As a result, the dispute between the parties was therefore confined to the state of the evidence as to the employee’s future capacity to perform the inherent requirements of her role.

In considering this issue, particular weight was given to a letter dated 14 January 2019 from the employee’s treating physician, which emphasised her psychiatrist’s recommendation that she should be assessed again in two to three months. Commissioner Cirkovic held this was not a medical opinion that the employee would be fit for work in the future, but rather it merely expressed the opinion that the employee may become fit for work at some point in the future.



Whilst Commissioner Cirkovic sympathised with the employee’s situation and considered the community interest factor in assisting the rehabilitation and return to work of seriously injured or ill individuals, she ultimately held that the termination was fair particularly given the actions of Sigma who kept the employee’s position open for an extended period.

The decision implements the approach endorsed by the Full Bench of the Commission in CSL Limited T/A CSL Behring v Chris Papaioannou [2018] FWCFB 1005, who observed that the onus is on the Commission rather than the employer to:

“…consider and make findings as to whether, at the time of the dismissal, the applicant suffered from the alleged incapacity based on the relevant medical and other evidence before the Commission, as determined in Jetstar.”


What does this mean for employers?

Caution always needs to be exercised whenever an employer is considering terminating the employment of an ill or injured employee who has been absent from work for extended period. While an employee may seek to commence an unfair dismissal claim, there are other employment or discrimination related claims which may be available to an employee in those circumstances.

In making any decision to terminate, it is critical that an employer obtains a report from the employee’s treating medical practitioner or as a result of an independent medical examination, which sets out a diagnosis of the employee’s medical condition and the expected prognosis for that condition. That report must focus on whether the employee is capable of performing the inherent requirements of their role at that time or in the foreseeable future, and whether any reasonable adjustments or accommodations could be made so as to allow that to occur.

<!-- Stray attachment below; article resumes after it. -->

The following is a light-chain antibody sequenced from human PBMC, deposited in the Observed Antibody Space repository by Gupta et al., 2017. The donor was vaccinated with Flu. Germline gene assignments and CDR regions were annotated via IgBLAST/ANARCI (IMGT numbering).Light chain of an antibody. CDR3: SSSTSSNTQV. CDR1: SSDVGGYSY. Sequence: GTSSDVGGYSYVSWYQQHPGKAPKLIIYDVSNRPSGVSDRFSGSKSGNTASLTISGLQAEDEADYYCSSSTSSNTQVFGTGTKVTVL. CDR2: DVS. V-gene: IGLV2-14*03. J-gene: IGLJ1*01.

Where there are conflicting or competing medical opinions which have been provided, then an employer cannot simply rely upon the opinion of its choice. Rather, in those circumstances an employer must seek to resolve the conflict in some way, such as by seeking further clarification from the relevant medical practitioners or by seeking a further assessment, in order to be able to establish that it has a valid reason for termination. Where an employer does not properly resolve that conflict, then the Commission may determine for itself which medical evidence should have been relied upon.


Authored by:

Brett Feltham, Partner

Katie White, Lawyer

This update does not constitute legal advice and should not be relied upon as such. It is intended only to provide a summary and general overview on matters of interest and it is not intended to be comprehensive. You should seek legal or other professional advice before acting or relying on any of the content.